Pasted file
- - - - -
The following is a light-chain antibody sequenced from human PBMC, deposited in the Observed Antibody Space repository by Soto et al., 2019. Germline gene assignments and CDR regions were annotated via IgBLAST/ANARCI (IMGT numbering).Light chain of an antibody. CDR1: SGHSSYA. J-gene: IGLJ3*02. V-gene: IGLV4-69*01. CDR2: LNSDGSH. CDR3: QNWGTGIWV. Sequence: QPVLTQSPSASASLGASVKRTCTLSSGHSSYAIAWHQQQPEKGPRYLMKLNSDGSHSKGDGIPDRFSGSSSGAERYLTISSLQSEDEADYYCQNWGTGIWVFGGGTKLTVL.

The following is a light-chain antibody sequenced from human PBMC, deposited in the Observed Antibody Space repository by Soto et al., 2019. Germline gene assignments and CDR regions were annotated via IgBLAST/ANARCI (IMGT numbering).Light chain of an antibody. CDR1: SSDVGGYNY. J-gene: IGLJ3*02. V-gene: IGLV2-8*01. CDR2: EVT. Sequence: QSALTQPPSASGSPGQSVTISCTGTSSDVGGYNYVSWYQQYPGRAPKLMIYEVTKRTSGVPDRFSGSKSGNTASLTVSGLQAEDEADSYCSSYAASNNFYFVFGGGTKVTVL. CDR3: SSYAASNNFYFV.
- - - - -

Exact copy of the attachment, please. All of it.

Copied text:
The following is a light-chain antibody sequenced from human PBMC, deposited in the Observed Antibody Space repository by Soto et al., 2019. Germline gene assignments and CDR regions were annotated via IgBLAST/ANARCI (IMGT numbering).Light chain of an antibody. CDR1: SGHSSYA. J-gene: IGLJ3*02. V-gene: IGLV4-69*01. CDR2: LNSDGSH. CDR3: QNWGTGIWV. Sequence: QPVLTQSPSASASLGASVKRTCTLSSGHSSYAIAWHQQQPEKGPRYLMKLNSDGSHSKGDGIPDRFSGSSSGAERYLTISSLQSEDEADYYCQNWGTGIWVFGGGTKLTVL.

The following is a light-chain antibody sequenced from human PBMC, deposited in the Observed Antibody Space repository by Soto et al., 2019. Germline gene assignments and CDR regions were annotated via IgBLAST/ANARCI (IMGT numbering).Light chain of an antibody. CDR1: SSDVGGYNY. J-gene: IGLJ3*02. V-gene: IGLV2-8*01. CDR2: EVT. Sequence: QSALTQPPSASGSPGQSVTISCTGTSSDVGGYNYVSWYQQYPGRAPKLMIYEVTKRTSGVPDRFSGSKSGNTASLTVSGLQAEDEADSYCSSYAASNNFYFVFGGGTKVTVL. CDR3: SSYAASNNFYFV.